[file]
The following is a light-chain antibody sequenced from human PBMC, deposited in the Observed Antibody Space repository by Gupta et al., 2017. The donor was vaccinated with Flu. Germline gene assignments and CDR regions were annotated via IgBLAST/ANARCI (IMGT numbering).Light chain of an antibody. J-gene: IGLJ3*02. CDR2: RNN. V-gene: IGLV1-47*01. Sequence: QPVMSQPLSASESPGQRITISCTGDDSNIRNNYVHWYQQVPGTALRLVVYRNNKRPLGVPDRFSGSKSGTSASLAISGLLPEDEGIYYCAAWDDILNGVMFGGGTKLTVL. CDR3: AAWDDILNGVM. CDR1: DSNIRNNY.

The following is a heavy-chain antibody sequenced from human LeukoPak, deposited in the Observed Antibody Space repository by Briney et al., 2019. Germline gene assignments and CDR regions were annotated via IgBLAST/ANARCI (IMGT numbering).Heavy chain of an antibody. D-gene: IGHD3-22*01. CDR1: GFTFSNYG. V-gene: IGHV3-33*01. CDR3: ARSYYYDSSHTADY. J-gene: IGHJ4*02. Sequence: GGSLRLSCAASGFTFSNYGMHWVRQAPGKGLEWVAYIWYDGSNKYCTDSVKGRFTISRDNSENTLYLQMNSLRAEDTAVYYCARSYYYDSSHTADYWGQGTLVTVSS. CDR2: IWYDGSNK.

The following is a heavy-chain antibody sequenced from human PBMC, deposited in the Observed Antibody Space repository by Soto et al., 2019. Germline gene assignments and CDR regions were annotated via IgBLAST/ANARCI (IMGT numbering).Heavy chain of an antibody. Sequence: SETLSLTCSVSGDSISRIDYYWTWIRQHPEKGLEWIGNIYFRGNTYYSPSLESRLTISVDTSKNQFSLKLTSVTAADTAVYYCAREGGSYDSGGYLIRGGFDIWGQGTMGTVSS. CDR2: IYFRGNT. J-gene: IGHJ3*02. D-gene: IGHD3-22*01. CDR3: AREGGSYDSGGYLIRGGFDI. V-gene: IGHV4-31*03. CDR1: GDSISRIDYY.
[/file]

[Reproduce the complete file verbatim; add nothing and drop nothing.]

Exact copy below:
The following is a light-chain antibody sequenced from human PBMC, deposited in the Observed Antibody Space repository by Gupta et al., 2017. The donor was vaccinated with Flu. Germline gene assignments and CDR regions were annotated via IgBLAST/ANARCI (IMGT numbering).Light chain of an antibody. J-gene: IGLJ3*02. CDR2: RNN. V-gene: IGLV1-47*01. Sequence: QPVMSQPLSASESPGQRITISCTGDDSNIRNNYVHWYQQVPGTALRLVVYRNNKRPLGVPDRFSGSKSGTSASLAISGLLPEDEGIYYCAAWDDILNGVMFGGGTKLTVL. CDR3: AAWDDILNGVM. CDR1: DSNIRNNY.

The following is a heavy-chain antibody sequenced from human LeukoPak, deposited in the Observed Antibody Space repository by Briney et al., 2019. Germline gene assignments and CDR regions were annotated via IgBLAST/ANARCI (IMGT numbering).Heavy chain of an antibody. D-gene: IGHD3-22*01. CDR1: GFTFSNYG. V-gene: IGHV3-33*01. CDR3: ARSYYYDSSHTADY. J-gene: IGHJ4*02. Sequence: GGSLRLSCAASGFTFSNYGMHWVRQAPGKGLEWVAYIWYDGSNKYCTDSVKGRFTISRDNSENTLYLQMNSLRAEDTAVYYCARSYYYDSSHTADYWGQGTLVTVSS. CDR2: IWYDGSNK.

The following is a heavy-chain antibody sequenced from human PBMC, deposited in the Observed Antibody Space repository by Soto et al., 2019. Germline gene assignments and CDR regions were annotated via IgBLAST/ANARCI (IMGT numbering).Heavy chain of an antibody. Sequence: SETLSLTCSVSGDSISRIDYYWTWIRQHPEKGLEWIGNIYFRGNTYYSPSLESRLTISVDTSKNQFSLKLTSVTAADTAVYYCAREGGSYDSGGYLIRGGFDIWGQGTMGTVSS. CDR2: IYFRGNT. J-gene: IGHJ3*02. D-gene: IGHD3-22*01. CDR3: AREGGSYDSGGYLIRGGFDI. V-gene: IGHV4-31*03. CDR1: GDSISRIDYY.